In Alberta, sales rose 7.2% to $8.4 billion in February, the fifth consecutive monthly increase, on higher sales in 13 of 21 industries led by the petroleum and coal (+12.3%), food (+6.4%), and wood (+16.0%) product industries. Chemical sales marked the largest decrease, down 5.6% to $1.2 billion in February.

Sales in British Columbia increased 3.2% to $5.7 billion in February, primarily on higher sales of wood products (+8.4%). An increase in building and construction activities combined with supply chain disruptions surrounding wood manufactures resulted in higher prices and demand for softwood lumber. On a year-over-year basis, total sales in British Columbia rose 9.4% in February.

Toronto marks the largest increase in sales among selected census metropolitan areas

Manufacturing sales increased in 10 of 12 census metropolitan areas in February, led by Toronto and Edmonton. Meanwhile Québec posted the largest decline.

Following a 0.9% decrease in January, Toronto sales rose 3.7% to $11.3 billion in February, mainly on higher sales of food (+7.2%) and chemicals (+10.0%). The gains were partly offset by declines in sales of petroleum and motor vehicles. Year over year, total sales in Toronto were 18.3% higher in February compared with the same month a year earlier.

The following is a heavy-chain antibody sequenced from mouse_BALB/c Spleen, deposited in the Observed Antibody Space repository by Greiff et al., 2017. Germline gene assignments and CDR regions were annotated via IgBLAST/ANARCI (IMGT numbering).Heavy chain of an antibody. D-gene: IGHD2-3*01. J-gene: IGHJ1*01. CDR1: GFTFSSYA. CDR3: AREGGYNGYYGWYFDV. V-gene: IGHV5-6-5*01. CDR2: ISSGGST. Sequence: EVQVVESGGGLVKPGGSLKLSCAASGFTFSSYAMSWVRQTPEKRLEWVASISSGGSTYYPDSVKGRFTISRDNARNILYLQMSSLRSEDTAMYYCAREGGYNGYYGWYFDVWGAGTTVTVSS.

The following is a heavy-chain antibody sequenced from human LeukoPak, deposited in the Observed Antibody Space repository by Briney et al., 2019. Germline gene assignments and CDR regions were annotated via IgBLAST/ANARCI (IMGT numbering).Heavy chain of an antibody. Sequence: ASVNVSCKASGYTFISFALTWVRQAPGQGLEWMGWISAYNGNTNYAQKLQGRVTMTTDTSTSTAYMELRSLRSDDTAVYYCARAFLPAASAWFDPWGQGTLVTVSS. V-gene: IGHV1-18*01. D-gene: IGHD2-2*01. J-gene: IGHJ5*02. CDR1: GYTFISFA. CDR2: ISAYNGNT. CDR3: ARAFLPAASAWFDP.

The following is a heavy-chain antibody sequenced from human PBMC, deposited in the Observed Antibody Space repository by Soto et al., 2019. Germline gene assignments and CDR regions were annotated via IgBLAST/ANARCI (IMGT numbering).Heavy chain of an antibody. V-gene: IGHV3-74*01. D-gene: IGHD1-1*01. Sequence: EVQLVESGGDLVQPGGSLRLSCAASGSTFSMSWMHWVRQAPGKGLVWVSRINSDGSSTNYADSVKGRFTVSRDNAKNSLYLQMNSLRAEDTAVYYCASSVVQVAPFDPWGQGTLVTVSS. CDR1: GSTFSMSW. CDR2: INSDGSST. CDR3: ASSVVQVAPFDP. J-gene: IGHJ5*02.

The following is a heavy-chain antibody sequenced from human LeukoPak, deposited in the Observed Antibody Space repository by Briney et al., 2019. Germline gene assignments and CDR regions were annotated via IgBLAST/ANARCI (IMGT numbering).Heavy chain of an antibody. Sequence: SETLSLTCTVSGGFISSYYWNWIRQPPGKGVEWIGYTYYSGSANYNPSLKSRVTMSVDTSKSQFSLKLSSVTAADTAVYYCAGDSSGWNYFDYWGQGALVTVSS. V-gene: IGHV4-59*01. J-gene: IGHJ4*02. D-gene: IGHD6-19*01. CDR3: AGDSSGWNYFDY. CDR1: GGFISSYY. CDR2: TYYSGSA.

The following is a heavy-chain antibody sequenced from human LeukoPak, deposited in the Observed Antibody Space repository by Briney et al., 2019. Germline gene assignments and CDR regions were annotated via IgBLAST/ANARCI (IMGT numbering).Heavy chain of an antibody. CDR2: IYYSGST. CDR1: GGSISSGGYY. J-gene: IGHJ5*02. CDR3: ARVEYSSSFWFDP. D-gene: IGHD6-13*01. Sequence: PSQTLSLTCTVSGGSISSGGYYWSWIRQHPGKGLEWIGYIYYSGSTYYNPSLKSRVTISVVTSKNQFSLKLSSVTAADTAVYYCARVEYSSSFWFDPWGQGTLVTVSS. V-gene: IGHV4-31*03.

Sales in Edmonton increased 8.8% to $3.9 billion in February, the fifth consecutive monthly gain and the highest sales on record. Nearly three-quarters (72%) of the observed monthly gain was attributed to higher sales of petroleum (+11.7%).

In Québec, sales fell 3.7% to $1.9 billion in February on lower sales in the petroleum and coal industry and in miscellaneous manufacturing. The decline in sales of petroleum in February followed a record high in January.

Record-high inventory levels continue

Total inventories increased 1.0% to $106.7 billion in February, mainly on higher inventories in the petroleum and coal product (+9.1%), primary metal (+3.5%), and motor vehicle (+12.8%) industries. Higher prices of raw materials driven mainly by global supply chain disruptions have contributed to the growth in total inventories since January 2021. Year over year, total inventories rose 20.4% in February 2022.

Chart 2  Chart 2: Inventory levels rise
Inventory levels rise